Web3 is coming – there’s no doubt about that. However, we’re still in such early stages that it’s impossible to tell what it will ultimately look like. The small decisions we make every day will continue to shape it.
Right now, one thing is abundantly clear: privacy will be an absolute necessity.
Last week, a group of leaders in the blockchain privacy space came together to discuss the importance of privacy in Web3.
The list of participants included Manta Network co-founder Shumo Chu, who brought up a number of valuable points about privacy on Web3.
One of the key issues Chu raised in the discussion was the threat posted to Web3 by Facebook.
Many members of the crypto community are already uncomfortable with Facebook’s metaverse plans. Some people are even speculating that Facebook’s centralized metaverse is a threat to the decentralized ecosystem.
For instance, despite Facebook Libra having one of the best smart contract programming languages (you might have heard of Move, the Rust-based language created by Facebook for developing customizable transaction logic and smart contracts), there is one glaring issue: people don’t trust Facebook.
Unfortunately for Zuckerberg, it turns out that you can’t just hire a bunch of engineers and demand that they “build something decentralized” just to have it run by one of the biggest, most centralized platforms in existence.
Chu’s second big problem concerns Apple.
Despite his love for Steve Jobs, Chu described him in the panel as “kind of a control freak”.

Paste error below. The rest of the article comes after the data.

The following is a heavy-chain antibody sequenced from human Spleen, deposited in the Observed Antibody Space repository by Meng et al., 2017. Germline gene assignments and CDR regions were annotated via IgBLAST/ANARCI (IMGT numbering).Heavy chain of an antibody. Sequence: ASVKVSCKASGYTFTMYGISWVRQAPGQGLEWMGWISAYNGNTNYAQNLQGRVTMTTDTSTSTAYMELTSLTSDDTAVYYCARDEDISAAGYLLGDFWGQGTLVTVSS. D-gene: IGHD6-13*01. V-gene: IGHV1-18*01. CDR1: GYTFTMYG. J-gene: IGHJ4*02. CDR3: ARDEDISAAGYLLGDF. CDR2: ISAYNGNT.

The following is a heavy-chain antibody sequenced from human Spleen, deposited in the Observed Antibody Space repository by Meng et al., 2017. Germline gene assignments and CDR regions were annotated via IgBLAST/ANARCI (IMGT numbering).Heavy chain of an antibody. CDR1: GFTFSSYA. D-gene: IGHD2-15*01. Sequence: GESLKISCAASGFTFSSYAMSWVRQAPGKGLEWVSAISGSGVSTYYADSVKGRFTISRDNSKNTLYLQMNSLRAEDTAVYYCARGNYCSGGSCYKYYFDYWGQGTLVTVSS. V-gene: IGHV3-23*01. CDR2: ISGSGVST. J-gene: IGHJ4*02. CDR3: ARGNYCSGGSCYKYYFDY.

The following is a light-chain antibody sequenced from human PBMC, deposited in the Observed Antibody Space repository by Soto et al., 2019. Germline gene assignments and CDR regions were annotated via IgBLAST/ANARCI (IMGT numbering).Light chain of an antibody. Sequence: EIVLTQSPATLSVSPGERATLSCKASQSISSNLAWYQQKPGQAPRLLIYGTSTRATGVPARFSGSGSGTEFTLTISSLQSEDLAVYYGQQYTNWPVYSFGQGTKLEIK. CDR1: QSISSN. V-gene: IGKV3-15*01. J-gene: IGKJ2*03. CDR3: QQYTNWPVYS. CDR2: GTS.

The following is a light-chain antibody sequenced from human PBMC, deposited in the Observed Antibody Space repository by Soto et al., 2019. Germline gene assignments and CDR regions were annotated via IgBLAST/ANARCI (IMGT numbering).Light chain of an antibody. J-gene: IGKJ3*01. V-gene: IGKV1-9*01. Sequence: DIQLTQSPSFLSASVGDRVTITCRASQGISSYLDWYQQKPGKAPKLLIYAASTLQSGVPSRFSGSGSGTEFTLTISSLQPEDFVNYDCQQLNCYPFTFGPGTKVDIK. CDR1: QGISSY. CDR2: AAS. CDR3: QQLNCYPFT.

Chu is not wrong: anyone who knows anything about Jobs knows that he had a lot of control over the way that Apple was run.
In an interview, Oracle CEO Larry Ellison said himself that Jobs “wanted to control every aspect. Including how you pay for an item in a store. Or what it looked like in a box.”
Apple’s raging success meant that Jobs also had a significant amount of control over how users ended up experiencing the Web2 ecosystem. For instance, the Apple app store has repeatedly been referred to as a “walled garden” as a result of its closed ecosystem of hardware and software – a design aspect that many other tech corporations took inspiration from and have copied over the years.
However, despite the innovations that these decisions have lled to, there is no question that its role in stifling innovation and artificially driving up prices has been much greater.
If we want to avoid such mistakes in Web3, we must start acting now to prevent them. And like Chu has said, this will involve building a radically different ecosystem to that one that was created by – and is still incredibly dominated by – large corporations like Facebook and Apple.